One or more of the components described herein may be implemented in a virtual environment. A virtual environment is an environment that is simulated or emulated by a computer. The virtual environment may simulate or emulate a physical machine, operating system, set of one or more interfaces, portions of the above, combinations of the above, or the like. When a machine is simulated or emulated, the machine is sometimes called a virtual machine. A virtual machine is a machine that, to software executing on the virtual machine, appears to be a physical machine. The software may save files in a virtual storage device such as virtual hard drive, virtual floppy disk, and the like, may read files from a virtual optical device, may communicate via a virtual network adapter, and so forth.

More than one virtual machine may be hosted on a single computer. That is, two or more virtual machines may execute on a single physical computer. To software executing in each virtual environment, the virtual environment appears to have its own resources (e.g., hardware) even though the virtual machines hosted on a single computer may physically share one or more physical devices with each other and with the hosting operating system.

FIG. 1 is a block diagram that represents an exemplary environment in which aspects of the subject matter described herein may operate. Turning to FIG. 1, the system 105 may include a claims provider 111, a user agent service 110, a user device 112, a relying party 113, and other entities (not shown). As used herein, the term entity is to be read to include all or a portion of one or more devices, a service, a collection of one or more software modules or portions thereof, some combination of one or more software modules or portions thereof and one or more devices or portions thereof, and the like.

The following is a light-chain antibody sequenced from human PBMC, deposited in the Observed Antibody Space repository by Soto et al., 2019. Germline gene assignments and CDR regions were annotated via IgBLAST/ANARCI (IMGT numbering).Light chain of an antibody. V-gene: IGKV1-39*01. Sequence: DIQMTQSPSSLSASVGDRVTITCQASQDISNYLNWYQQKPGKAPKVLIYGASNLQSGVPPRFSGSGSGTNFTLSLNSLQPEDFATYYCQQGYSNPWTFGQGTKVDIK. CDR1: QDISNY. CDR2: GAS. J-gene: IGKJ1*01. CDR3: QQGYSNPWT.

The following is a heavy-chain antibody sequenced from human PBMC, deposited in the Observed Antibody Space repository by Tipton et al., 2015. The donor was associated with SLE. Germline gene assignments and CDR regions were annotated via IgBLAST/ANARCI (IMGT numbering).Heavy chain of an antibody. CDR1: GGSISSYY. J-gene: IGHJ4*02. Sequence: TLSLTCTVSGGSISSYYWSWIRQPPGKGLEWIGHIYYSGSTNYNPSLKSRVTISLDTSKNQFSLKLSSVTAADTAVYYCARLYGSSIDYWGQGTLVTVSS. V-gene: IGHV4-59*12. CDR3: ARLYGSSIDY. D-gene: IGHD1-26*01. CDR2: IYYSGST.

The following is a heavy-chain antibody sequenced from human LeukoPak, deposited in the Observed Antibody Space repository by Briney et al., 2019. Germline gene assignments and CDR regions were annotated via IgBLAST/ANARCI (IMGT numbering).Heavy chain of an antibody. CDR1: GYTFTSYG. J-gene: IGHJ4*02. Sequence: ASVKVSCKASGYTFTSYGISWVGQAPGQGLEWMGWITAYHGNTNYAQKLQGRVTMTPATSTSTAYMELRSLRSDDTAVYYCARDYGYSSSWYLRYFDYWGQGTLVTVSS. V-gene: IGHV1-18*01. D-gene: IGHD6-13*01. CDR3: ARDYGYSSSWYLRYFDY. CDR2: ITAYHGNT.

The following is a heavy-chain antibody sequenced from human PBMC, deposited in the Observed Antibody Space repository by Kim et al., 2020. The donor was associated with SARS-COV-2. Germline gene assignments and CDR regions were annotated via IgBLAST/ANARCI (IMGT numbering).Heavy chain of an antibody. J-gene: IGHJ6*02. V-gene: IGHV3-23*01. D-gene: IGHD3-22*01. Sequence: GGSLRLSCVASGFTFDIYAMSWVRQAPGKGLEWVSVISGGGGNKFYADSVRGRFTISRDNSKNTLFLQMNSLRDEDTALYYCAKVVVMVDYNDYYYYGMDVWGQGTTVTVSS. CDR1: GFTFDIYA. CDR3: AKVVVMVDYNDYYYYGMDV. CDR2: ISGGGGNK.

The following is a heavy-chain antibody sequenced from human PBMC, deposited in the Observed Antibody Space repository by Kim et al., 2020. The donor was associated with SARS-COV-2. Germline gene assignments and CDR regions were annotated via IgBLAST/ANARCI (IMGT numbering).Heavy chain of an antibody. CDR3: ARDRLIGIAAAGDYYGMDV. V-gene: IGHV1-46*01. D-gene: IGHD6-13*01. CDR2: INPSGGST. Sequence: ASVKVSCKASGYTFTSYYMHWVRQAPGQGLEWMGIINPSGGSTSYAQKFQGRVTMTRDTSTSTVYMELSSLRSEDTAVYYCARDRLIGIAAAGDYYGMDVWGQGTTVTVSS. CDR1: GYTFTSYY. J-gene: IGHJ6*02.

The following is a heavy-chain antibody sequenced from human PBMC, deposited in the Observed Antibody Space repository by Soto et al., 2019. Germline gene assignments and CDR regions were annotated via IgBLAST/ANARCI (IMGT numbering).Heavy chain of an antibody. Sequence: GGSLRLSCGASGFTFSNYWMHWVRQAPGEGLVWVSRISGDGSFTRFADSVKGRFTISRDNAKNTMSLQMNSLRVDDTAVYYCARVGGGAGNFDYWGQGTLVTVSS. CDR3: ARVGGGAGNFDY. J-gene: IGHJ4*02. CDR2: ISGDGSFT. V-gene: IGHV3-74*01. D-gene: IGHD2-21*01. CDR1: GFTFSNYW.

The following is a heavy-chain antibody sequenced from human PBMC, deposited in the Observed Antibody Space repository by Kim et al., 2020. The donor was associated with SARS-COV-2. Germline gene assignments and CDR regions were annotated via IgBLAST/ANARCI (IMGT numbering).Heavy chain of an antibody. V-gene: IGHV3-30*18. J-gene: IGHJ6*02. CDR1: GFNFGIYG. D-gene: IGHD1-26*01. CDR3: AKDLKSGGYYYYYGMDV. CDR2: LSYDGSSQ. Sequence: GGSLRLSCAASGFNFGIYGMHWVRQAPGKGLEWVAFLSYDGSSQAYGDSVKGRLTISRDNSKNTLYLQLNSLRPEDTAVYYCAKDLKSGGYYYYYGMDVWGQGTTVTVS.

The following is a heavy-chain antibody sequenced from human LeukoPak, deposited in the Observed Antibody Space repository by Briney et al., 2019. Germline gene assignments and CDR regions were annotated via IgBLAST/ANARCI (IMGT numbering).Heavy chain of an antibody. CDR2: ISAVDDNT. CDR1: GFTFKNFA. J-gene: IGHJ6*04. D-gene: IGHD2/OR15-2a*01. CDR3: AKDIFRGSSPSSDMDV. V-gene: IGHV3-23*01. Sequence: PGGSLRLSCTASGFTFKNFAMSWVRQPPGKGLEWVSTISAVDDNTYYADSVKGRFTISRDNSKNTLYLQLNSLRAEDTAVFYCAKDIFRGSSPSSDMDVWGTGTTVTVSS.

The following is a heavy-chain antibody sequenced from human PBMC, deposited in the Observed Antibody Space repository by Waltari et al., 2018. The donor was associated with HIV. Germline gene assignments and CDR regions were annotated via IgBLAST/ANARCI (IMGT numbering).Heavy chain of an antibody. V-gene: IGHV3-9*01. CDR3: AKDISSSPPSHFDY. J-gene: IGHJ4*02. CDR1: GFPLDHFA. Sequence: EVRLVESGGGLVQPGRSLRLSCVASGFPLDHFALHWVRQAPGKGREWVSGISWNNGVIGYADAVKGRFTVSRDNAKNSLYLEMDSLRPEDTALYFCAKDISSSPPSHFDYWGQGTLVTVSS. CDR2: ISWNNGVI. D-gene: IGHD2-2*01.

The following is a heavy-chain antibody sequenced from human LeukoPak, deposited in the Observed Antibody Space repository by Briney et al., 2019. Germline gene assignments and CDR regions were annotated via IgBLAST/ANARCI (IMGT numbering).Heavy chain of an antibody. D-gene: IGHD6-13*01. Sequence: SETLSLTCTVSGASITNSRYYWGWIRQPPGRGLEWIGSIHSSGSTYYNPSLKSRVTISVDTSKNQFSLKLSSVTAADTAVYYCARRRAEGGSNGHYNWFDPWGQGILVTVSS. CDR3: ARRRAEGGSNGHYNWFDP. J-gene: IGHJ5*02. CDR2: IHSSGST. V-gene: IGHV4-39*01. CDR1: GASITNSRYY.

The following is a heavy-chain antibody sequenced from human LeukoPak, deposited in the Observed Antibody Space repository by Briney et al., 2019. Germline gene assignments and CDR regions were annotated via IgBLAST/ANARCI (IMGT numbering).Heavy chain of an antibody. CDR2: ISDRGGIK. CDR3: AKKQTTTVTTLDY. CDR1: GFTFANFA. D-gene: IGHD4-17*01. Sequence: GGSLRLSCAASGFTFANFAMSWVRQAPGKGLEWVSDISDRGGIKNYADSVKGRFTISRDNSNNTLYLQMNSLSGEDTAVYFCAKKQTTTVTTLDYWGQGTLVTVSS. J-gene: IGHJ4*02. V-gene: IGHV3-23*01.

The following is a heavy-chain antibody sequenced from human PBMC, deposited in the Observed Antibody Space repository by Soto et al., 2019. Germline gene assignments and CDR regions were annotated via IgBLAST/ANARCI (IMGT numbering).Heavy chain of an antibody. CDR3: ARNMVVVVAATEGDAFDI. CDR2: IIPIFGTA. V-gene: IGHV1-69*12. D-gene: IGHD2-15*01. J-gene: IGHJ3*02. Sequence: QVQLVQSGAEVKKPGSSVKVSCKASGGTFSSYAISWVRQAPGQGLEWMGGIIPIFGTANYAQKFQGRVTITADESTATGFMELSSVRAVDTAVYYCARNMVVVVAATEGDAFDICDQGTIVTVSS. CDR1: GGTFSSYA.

A service may be implemented using one or more processes, threads, components, libraries, and the like that perform a designated task. A service may be implemented in hardware, software, or a combination of hardware and software. A service may be distributed over multiple devices or may be implemented on a single device.

A user may seek to access goods, services, data, resources, or other information provided by the relying party 113. The user may be a natural person or persons, a computer, a network, any other entity, or the like.

Sometimes herein, the term “services” is used to indicate something that the relying party may provide. A service may include data, resources, or other information that may be provided by the relying party 113.

Furthermore, sometimes the term “user” is used to reference the entity that is seeking to access the services of the relying party 113. It is to be understood, however, that the term user may include a natural person or persons, one or more computers, networks, other entities, combinations of two or more of the above, or the like.

Before providing access to a service, the relying party 113 may require one or more verified claims regarding the user seeking access to the service. Verified claims may be issued by one or more claims providers that the relying party 113 trusts. A claims provider may authenticate a user before providing a claim. A claims provider may “partially” sign issued claims to provide evidence that the claims provider issued the claims.